A Dunedin man selling his collection of 300 music boomboxes from the 1980s says he would like them to go somewhere the public can see them.
Nineteen-thousand people have checked out boombox collector Craig Kenton's Trade Me ad for the music machine collection which has a starting price of $20,000.
"I'd like to see them go to a museum or somewhere where the public can see them 'cause a lot of these bring back memories to a lot of people," Mr Kenton told ONE News.
Digital technology enables music devices these days to be tiny compared to the boomboxes, beatboxes and ghetto blasters of the past.
After 15 years of passionate collecting, Mr Kenton's time with them is up.
"The collection's got to where I can go as far as I can with it. It'd be nice to pass it on to someone else and if they want to carry it on there's still hundreds more models out there," he said.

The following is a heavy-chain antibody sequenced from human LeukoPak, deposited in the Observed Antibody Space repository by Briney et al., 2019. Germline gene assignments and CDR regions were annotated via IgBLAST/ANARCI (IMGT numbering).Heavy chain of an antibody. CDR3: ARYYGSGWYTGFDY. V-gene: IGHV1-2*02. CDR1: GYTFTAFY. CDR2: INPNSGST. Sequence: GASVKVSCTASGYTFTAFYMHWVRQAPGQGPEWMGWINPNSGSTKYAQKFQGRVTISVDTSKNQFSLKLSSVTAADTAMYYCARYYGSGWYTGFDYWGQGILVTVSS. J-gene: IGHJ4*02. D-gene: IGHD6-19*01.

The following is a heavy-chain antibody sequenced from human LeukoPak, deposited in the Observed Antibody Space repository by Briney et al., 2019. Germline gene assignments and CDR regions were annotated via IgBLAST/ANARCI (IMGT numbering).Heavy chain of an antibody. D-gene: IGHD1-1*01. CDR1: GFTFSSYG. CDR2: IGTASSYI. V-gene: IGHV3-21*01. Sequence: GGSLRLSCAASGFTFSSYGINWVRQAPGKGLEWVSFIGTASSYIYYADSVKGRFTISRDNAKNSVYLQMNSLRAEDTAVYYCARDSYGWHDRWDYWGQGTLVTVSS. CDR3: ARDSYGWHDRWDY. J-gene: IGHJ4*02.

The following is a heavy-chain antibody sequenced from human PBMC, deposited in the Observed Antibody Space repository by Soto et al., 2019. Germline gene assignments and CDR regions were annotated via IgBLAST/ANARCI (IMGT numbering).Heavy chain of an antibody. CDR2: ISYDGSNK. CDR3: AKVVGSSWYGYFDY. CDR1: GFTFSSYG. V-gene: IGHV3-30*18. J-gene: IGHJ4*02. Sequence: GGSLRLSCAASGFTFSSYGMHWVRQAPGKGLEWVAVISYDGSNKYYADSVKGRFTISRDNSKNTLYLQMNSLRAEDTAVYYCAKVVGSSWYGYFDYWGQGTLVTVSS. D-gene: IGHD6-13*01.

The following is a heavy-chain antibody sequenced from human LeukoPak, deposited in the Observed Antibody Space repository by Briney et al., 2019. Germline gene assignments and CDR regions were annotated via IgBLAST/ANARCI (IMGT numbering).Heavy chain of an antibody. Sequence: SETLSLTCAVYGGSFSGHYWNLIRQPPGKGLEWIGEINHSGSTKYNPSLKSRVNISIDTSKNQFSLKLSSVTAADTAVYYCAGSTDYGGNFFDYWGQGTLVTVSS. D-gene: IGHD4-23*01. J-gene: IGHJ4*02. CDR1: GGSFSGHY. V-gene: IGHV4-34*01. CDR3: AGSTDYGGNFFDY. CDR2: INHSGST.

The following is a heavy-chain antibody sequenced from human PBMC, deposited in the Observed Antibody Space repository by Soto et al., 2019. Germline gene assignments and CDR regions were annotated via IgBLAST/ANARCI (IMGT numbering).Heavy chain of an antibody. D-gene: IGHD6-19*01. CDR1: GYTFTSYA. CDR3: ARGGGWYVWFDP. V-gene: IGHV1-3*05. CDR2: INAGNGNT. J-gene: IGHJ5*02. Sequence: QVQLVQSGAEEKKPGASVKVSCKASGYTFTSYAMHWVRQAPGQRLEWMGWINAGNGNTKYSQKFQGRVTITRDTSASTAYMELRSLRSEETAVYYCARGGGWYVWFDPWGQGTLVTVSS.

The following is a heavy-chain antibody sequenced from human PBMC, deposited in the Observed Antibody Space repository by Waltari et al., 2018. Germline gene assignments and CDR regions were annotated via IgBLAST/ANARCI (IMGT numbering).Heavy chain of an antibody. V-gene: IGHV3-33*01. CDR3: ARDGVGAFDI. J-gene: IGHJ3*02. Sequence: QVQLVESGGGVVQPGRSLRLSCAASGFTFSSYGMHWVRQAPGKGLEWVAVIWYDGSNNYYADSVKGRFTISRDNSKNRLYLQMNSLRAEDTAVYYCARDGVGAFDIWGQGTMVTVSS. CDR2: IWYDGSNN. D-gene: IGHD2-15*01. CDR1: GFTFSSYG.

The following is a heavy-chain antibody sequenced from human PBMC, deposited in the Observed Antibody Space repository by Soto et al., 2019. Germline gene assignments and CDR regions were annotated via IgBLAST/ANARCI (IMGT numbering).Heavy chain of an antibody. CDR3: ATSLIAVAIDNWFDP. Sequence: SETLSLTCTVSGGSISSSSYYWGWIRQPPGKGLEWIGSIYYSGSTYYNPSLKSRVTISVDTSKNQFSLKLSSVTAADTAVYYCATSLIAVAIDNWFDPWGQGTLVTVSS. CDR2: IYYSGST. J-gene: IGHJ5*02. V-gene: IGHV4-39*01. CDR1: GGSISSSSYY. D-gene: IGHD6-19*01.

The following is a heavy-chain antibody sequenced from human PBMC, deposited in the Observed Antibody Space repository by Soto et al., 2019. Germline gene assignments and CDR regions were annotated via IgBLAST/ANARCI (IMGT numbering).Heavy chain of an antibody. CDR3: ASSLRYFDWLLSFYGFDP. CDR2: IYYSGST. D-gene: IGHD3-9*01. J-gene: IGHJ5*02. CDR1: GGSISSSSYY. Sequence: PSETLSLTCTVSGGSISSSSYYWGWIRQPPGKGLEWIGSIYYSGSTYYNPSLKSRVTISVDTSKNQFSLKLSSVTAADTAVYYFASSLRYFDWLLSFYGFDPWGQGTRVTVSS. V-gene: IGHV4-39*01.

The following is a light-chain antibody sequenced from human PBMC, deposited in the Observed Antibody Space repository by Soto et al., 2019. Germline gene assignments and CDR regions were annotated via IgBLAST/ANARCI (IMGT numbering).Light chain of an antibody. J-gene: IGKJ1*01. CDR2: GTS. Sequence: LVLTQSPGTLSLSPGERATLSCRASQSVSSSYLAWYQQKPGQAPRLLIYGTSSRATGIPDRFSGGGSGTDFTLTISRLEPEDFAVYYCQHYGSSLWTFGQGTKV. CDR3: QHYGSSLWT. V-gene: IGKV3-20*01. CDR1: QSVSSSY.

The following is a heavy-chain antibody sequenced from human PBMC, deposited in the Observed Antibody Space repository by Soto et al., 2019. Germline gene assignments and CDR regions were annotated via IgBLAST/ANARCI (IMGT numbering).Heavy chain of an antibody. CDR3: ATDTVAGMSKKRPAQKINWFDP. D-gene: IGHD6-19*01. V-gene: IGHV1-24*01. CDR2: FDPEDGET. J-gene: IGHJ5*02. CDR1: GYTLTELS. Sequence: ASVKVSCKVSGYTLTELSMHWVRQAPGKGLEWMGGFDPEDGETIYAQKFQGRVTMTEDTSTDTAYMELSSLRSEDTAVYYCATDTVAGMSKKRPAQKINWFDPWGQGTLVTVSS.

The techy gizmos are a marvel for music aficionados.
"These things have just disappeared so quickly. They've reached collectible antique far too fast," said music historian Roy Colbert.
What the collection is worth won't be known until next Monday night when the online auction closes.